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  • Writer's pictureMona Elyafi

Eugene Mercier, The Communication Genius...


As P.T. Barnum said: “Without Publicity, something terrible happens... nothing!”

No man understood that concept better than Eugene Mercier - a colorful man at the forefront of developing champagne marketing.

From the early 1900s, champagne advertising took on modern symbolism. One thing that characterized the Belle Epoque was “Le Grand Geste,” the tendency to do something and let people know about it on a large scale, namely Publicity!

Mercier was only 20 years old when he set out to break conventional barriers and elaborate a champagne suited “for all occasions” (and not just for the elite)

Founding his Epernay-based Champagne House in 1858, Eugene Mercier brought a new kind of effervescence and panache to the champagne industry pioneering the concept of marketing.


Ahead of his time, the spirited, avant-grade, non-conformist young man mastered the art of publicity stunt to a T, staging many events that dramatically raised the level of sensationalism required to startle the public and the media.

In 1870 he began the construction of the famed “Foudre” - the largest wine cask in the world (a “Cathedral of Champagne”) - to be exposed at the 1889 Exposition Universelle de Paris. Weighing over 20 tones, measuring 5 meters in height and able to hold up to 200,000 bottles, the cask was built over a decade and its trip from Epernay to Paris (a mere 170 km) took over 3 weeks. To move the cask, bridges had to be built and houses destroyed to allow this gargantuesque barrel to reach the capital. Sensational it was!

Mercier’s success was colossal - with only one other attraction outshining Le Foudre, a little tower called La Tour Eiffel.

In the 1860’s Mercier began the digging of its famous galleries, 30 meter deep, 18km long of cellars that extend beneath the surface of Epernay. Those galleries were made available to visit even before they were completed, and later in 1950 the Mercier group boldly organized a 4CV rally race inside.

Visiting the House riding through a section of the tunnels on a miniature train, you can immerse yourself into the extensive tunnels that are Mercier’s heritage.

The PR guru had the genial idea to partner with Les Frères Lumières to produce the first ever film commercial dubbed « De la grappe à la coupe » ("The making of champagne, from the grape to the glass”), which was shown at the 1900 World Exhibition in Paris. Mercier was a visionary who early on understood the power of combining technical progress with flamboyant communication strategies as a recipe for success.

Mercier was an incredible entrepreneur with an uncanny marketing maesrtia.

At the same 1900 Paris Universal Exposition, he created the first "Ballon Captif” - a Mercier-branded hydrogen balloon - that flew some 20,000 people up to an altitude of 300m while delighting them with a panoramic view of Paris and a glass of Champagne Mercier. The captive balloon had Mercier's brand name painted in massive letters that could be seen from the ground. Talk about visibility!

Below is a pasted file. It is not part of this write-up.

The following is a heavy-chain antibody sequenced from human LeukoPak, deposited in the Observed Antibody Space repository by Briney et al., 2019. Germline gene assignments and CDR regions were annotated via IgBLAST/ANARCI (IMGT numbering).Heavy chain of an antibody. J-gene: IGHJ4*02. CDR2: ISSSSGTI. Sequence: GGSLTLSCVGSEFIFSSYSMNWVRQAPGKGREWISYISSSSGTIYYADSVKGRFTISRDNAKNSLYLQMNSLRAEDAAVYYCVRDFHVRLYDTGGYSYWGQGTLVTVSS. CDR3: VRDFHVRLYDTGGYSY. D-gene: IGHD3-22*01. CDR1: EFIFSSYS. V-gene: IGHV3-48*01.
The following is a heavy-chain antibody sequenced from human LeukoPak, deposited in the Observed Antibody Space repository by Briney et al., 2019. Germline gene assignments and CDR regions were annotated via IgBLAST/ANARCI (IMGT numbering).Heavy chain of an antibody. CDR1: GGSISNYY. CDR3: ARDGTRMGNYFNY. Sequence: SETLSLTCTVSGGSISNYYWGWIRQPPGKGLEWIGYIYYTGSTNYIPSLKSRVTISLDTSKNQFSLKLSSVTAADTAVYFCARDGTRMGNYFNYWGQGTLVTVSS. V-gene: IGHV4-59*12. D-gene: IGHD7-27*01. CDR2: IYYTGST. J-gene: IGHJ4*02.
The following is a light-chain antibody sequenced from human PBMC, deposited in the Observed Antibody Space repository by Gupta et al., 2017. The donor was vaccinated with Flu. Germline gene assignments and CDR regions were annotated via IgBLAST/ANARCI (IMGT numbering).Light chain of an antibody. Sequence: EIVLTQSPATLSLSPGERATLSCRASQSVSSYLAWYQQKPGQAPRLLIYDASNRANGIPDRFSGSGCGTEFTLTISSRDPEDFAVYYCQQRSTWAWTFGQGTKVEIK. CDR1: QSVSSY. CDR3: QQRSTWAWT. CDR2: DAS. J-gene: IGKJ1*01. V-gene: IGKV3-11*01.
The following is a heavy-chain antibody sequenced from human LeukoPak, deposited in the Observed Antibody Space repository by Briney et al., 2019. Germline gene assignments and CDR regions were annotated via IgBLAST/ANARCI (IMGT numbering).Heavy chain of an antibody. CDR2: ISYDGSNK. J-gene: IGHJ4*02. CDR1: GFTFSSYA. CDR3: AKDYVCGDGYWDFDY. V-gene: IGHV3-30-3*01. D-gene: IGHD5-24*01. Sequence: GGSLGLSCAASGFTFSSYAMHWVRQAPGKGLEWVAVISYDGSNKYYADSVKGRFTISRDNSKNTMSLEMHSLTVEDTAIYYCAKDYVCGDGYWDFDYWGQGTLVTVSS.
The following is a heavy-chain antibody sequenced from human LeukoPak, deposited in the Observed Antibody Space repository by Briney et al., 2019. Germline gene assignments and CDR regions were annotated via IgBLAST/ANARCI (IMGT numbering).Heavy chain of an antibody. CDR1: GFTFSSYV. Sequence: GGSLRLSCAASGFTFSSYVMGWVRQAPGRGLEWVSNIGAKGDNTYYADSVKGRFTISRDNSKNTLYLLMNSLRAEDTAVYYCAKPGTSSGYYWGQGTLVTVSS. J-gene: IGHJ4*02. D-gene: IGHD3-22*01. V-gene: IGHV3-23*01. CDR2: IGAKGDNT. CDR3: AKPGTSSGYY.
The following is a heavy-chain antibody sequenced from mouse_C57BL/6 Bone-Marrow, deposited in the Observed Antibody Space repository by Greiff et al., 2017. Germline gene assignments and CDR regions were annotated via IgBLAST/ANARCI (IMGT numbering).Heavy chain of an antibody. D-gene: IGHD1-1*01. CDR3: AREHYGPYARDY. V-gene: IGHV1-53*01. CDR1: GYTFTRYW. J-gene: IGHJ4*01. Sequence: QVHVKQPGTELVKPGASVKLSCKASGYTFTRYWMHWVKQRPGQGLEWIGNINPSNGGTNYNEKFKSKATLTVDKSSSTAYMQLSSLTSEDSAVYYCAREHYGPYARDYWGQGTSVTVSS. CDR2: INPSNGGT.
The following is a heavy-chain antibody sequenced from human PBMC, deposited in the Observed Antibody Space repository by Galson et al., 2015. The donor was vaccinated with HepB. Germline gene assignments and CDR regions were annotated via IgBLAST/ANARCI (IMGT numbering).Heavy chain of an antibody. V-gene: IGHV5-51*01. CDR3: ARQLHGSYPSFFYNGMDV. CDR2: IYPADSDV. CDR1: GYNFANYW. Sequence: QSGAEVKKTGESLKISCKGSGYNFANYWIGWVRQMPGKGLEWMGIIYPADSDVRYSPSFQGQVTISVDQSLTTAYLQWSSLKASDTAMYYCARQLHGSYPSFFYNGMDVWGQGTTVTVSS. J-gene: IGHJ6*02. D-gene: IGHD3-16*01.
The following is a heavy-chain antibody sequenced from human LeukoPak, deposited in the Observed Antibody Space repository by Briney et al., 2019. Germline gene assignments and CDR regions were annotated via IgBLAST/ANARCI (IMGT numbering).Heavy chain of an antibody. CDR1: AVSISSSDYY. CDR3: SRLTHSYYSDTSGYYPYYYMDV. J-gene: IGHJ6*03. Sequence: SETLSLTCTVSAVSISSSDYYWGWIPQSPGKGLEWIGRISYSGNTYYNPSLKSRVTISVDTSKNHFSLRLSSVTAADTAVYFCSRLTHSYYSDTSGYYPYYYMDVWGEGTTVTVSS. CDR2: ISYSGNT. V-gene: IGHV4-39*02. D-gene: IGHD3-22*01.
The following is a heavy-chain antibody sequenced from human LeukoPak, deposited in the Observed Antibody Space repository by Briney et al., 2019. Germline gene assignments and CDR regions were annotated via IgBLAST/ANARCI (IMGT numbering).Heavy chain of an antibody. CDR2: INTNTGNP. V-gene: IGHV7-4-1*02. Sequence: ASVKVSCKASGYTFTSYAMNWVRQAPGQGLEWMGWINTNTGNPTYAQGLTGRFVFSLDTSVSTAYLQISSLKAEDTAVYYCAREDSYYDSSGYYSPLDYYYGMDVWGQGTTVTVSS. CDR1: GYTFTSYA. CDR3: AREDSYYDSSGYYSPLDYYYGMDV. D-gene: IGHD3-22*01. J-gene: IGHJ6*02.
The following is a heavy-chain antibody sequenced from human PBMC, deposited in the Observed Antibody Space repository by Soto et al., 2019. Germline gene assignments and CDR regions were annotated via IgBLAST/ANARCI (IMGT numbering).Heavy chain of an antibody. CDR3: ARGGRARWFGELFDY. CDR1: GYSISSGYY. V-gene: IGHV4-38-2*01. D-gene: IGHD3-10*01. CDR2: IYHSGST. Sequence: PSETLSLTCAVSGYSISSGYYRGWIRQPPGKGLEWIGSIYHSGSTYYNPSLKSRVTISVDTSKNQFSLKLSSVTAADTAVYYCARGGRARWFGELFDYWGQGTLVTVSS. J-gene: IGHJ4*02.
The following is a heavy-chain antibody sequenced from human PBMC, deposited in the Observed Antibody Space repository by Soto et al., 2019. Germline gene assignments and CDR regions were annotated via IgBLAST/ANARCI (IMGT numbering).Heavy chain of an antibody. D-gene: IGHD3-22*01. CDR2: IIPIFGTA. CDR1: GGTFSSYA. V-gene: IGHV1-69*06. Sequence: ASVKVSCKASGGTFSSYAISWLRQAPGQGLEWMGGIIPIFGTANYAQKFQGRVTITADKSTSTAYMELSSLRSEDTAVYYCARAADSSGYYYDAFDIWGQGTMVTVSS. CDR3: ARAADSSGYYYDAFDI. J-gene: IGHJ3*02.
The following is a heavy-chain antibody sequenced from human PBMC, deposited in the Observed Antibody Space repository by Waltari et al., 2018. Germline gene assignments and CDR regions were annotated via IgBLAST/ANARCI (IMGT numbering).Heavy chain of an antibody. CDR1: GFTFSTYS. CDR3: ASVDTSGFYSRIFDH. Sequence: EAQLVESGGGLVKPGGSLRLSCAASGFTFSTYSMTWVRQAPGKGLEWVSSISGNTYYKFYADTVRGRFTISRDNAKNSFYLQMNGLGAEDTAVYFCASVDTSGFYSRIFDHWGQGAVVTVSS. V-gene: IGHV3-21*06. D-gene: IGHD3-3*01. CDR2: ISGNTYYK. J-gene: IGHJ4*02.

Whether accidental or not, somehow during the ceremonious Paris to Épernay escapade, which was organized at the close of the fair, the balloon struggling against difficult weather, wandered away eventually landing in Belgium. The border police inspected the balloon and found six bottles of champagne.

Mercier was promptly fined for illegally importing Champagne, but the global publicity garnered from the so-called incident single-handedly turned the house into a household name.

“This was the cheapest advertising I have ever run, “said Eugéne Mercier.

Indeed, the media attention cost him was less expensive than the price of an Ad.

Five years later at the 1905 Exposition Universelle, Mercier and his team pulled another PR coup, delivering a replica of the Arc de Triomphe made of some 15,000 bottles of champagne.

To celebrate the 150th Anniversary of the construction of the Foudre and the digging of the galleries, Champagne Mercier is offering visitors a special retrospective that retraces the edification of these two pharaonic projects and the history of the ingenious mastermind behind it all, Eugene Mercier.

Ultimately Mercier succeeded at making Champagne accessible to more people than ever before, but he also recognized the importance of publicity and took the field of PR to new heights, laying the foundation for a modern concept of marketing and publicity which continues to this day.

A genius in communications, suffice it to say that Mercier's marketing legacy is immeasurable - a legacy that testifies to the unique history of a House that has always fearlessly moved the needle, steered clear of conventions and gone out of bounds.

Mercier’s story shows us that to succeed, more often than not, you have to go against the norm and do something bold and daring in the name of your own innate passions.

There are always going to be new zeitgeists, techniques and platforms shaping the PR and marketing game, but all of them stem from the same single crucial element that goes into any effective & impactful campaign: a good story.

And this one certainly is!

All grand story do start with champagne 🍾

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